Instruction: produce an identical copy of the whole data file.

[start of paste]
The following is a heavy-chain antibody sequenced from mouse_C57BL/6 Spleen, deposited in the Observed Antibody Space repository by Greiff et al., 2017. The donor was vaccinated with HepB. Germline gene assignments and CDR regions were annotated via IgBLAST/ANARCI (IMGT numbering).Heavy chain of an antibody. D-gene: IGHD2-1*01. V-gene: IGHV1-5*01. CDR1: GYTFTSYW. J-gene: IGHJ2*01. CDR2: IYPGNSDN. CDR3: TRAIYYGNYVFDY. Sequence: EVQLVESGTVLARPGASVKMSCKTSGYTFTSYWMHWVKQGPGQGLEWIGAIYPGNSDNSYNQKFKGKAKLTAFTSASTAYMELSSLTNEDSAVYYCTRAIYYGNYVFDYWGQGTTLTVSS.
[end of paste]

The following is a heavy-chain antibody sequenced from mouse_C57BL/6 Spleen, deposited in the Observed Antibody Space repository by Greiff et al., 2017. The donor was vaccinated with HepB. Germline gene assignments and CDR regions were annotated via IgBLAST/ANARCI (IMGT numbering).Heavy chain of an antibody. D-gene: IGHD2-1*01. V-gene: IGHV1-5*01. CDR1: GYTFTSYW. J-gene: IGHJ2*01. CDR2: IYPGNSDN. CDR3: TRAIYYGNYVFDY. Sequence: EVQLVESGTVLARPGASVKMSCKTSGYTFTSYWMHWVKQGPGQGLEWIGAIYPGNSDNSYNQKFKGKAKLTAFTSASTAYMELSSLTNEDSAVYYCTRAIYYGNYVFDYWGQGTTLTVSS.